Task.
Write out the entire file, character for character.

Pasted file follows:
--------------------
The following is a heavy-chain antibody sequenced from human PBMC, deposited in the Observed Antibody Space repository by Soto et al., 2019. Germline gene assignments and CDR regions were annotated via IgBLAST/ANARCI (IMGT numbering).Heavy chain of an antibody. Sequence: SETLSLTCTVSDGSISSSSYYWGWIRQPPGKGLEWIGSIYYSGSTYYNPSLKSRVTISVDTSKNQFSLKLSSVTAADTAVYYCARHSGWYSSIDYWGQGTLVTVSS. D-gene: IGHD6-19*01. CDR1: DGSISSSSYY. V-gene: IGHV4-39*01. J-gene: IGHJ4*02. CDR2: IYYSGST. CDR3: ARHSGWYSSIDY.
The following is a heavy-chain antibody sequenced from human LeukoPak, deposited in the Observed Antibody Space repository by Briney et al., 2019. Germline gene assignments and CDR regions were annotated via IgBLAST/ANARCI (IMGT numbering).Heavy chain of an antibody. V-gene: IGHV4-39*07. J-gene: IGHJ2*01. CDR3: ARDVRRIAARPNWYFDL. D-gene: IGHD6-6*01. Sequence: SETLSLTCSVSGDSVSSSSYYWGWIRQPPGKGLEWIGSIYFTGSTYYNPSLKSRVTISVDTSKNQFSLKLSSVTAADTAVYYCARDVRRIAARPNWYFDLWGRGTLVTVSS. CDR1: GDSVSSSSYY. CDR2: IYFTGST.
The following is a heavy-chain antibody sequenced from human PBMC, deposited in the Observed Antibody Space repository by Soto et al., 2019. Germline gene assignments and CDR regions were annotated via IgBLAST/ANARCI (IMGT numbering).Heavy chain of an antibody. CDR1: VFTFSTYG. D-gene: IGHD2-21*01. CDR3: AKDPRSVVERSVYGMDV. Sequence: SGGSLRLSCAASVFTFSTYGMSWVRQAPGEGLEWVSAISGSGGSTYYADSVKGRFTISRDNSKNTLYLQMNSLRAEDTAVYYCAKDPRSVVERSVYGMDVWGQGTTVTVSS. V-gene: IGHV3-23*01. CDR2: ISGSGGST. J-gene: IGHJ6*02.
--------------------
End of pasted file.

The following is a heavy-chain antibody sequenced from human PBMC, deposited in the Observed Antibody Space repository by Soto et al., 2019. Germline gene assignments and CDR regions were annotated via IgBLAST/ANARCI (IMGT numbering).Heavy chain of an antibody. Sequence: SETLSLTCTVSDGSISSSSYYWGWIRQPPGKGLEWIGSIYYSGSTYYNPSLKSRVTISVDTSKNQFSLKLSSVTAADTAVYYCARHSGWYSSIDYWGQGTLVTVSS. D-gene: IGHD6-19*01. CDR1: DGSISSSSYY. V-gene: IGHV4-39*01. J-gene: IGHJ4*02. CDR2: IYYSGST. CDR3: ARHSGWYSSIDY.
The following is a heavy-chain antibody sequenced from human LeukoPak, deposited in the Observed Antibody Space repository by Briney et al., 2019. Germline gene assignments and CDR regions were annotated via IgBLAST/ANARCI (IMGT numbering).Heavy chain of an antibody. V-gene: IGHV4-39*07. J-gene: IGHJ2*01. CDR3: ARDVRRIAARPNWYFDL. D-gene: IGHD6-6*01. Sequence: SETLSLTCSVSGDSVSSSSYYWGWIRQPPGKGLEWIGSIYFTGSTYYNPSLKSRVTISVDTSKNQFSLKLSSVTAADTAVYYCARDVRRIAARPNWYFDLWGRGTLVTVSS. CDR1: GDSVSSSSYY. CDR2: IYFTGST.
The following is a heavy-chain antibody sequenced from human PBMC, deposited in the Observed Antibody Space repository by Soto et al., 2019. Germline gene assignments and CDR regions were annotated via IgBLAST/ANARCI (IMGT numbering).Heavy chain of an antibody. CDR1: VFTFSTYG. D-gene: IGHD2-21*01. CDR3: AKDPRSVVERSVYGMDV. Sequence: SGGSLRLSCAASVFTFSTYGMSWVRQAPGEGLEWVSAISGSGGSTYYADSVKGRFTISRDNSKNTLYLQMNSLRAEDTAVYYCAKDPRSVVERSVYGMDVWGQGTTVTVSS. V-gene: IGHV3-23*01. CDR2: ISGSGGST. J-gene: IGHJ6*02.